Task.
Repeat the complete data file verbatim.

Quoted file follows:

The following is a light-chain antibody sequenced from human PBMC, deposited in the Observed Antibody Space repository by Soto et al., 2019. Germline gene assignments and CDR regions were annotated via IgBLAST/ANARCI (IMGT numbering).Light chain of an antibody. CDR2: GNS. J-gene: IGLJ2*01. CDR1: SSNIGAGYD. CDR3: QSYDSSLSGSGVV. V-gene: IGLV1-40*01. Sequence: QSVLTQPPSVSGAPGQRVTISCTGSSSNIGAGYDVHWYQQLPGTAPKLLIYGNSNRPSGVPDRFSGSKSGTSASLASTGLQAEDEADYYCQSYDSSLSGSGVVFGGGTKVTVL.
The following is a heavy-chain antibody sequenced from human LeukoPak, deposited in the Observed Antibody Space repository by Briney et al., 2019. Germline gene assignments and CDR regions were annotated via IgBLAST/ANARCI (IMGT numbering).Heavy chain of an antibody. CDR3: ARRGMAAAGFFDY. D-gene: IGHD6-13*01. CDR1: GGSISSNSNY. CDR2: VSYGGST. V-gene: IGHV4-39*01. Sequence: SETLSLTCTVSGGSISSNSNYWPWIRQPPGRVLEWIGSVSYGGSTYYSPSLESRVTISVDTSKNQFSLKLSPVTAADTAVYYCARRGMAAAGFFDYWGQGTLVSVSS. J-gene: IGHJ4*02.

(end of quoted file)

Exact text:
The following is a light-chain antibody sequenced from human PBMC, deposited in the Observed Antibody Space repository by Soto et al., 2019. Germline gene assignments and CDR regions were annotated via IgBLAST/ANARCI (IMGT numbering).Light chain of an antibody. CDR2: GNS. J-gene: IGLJ2*01. CDR1: SSNIGAGYD. CDR3: QSYDSSLSGSGVV. V-gene: IGLV1-40*01. Sequence: QSVLTQPPSVSGAPGQRVTISCTGSSSNIGAGYDVHWYQQLPGTAPKLLIYGNSNRPSGVPDRFSGSKSGTSASLASTGLQAEDEADYYCQSYDSSLSGSGVVFGGGTKVTVL.
The following is a heavy-chain antibody sequenced from human LeukoPak, deposited in the Observed Antibody Space repository by Briney et al., 2019. Germline gene assignments and CDR regions were annotated via IgBLAST/ANARCI (IMGT numbering).Heavy chain of an antibody. CDR3: ARRGMAAAGFFDY. D-gene: IGHD6-13*01. CDR1: GGSISSNSNY. CDR2: VSYGGST. V-gene: IGHV4-39*01. Sequence: SETLSLTCTVSGGSISSNSNYWPWIRQPPGRVLEWIGSVSYGGSTYYSPSLESRVTISVDTSKNQFSLKLSPVTAADTAVYYCARRGMAAAGFFDYWGQGTLVSVSS. J-gene: IGHJ4*02.